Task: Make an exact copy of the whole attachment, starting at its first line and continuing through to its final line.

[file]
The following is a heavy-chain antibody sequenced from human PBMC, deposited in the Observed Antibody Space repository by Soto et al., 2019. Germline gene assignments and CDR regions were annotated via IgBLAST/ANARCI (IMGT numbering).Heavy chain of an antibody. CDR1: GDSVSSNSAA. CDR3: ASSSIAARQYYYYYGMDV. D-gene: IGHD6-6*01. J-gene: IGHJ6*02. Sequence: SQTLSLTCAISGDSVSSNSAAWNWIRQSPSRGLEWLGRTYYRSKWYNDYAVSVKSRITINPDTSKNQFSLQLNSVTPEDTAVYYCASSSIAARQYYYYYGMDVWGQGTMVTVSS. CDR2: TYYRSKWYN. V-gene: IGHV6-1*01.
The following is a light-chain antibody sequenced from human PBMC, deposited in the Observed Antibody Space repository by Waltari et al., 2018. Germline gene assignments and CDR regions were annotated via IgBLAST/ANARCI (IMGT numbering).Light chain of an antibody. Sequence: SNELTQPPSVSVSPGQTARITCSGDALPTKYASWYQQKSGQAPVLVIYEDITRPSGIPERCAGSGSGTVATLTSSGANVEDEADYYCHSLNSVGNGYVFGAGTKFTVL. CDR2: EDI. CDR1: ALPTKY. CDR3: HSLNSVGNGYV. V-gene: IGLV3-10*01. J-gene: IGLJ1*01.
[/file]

The following is a heavy-chain antibody sequenced from human PBMC, deposited in the Observed Antibody Space repository by Soto et al., 2019. Germline gene assignments and CDR regions were annotated via IgBLAST/ANARCI (IMGT numbering).Heavy chain of an antibody. CDR1: GDSVSSNSAA. CDR3: ASSSIAARQYYYYYGMDV. D-gene: IGHD6-6*01. J-gene: IGHJ6*02. Sequence: SQTLSLTCAISGDSVSSNSAAWNWIRQSPSRGLEWLGRTYYRSKWYNDYAVSVKSRITINPDTSKNQFSLQLNSVTPEDTAVYYCASSSIAARQYYYYYGMDVWGQGTMVTVSS. CDR2: TYYRSKWYN. V-gene: IGHV6-1*01.
The following is a light-chain antibody sequenced from human PBMC, deposited in the Observed Antibody Space repository by Waltari et al., 2018. Germline gene assignments and CDR regions were annotated via IgBLAST/ANARCI (IMGT numbering).Light chain of an antibody. Sequence: SNELTQPPSVSVSPGQTARITCSGDALPTKYASWYQQKSGQAPVLVIYEDITRPSGIPERCAGSGSGTVATLTSSGANVEDEADYYCHSLNSVGNGYVFGAGTKFTVL. CDR2: EDI. CDR1: ALPTKY. CDR3: HSLNSVGNGYV. V-gene: IGLV3-10*01. J-gene: IGLJ1*01.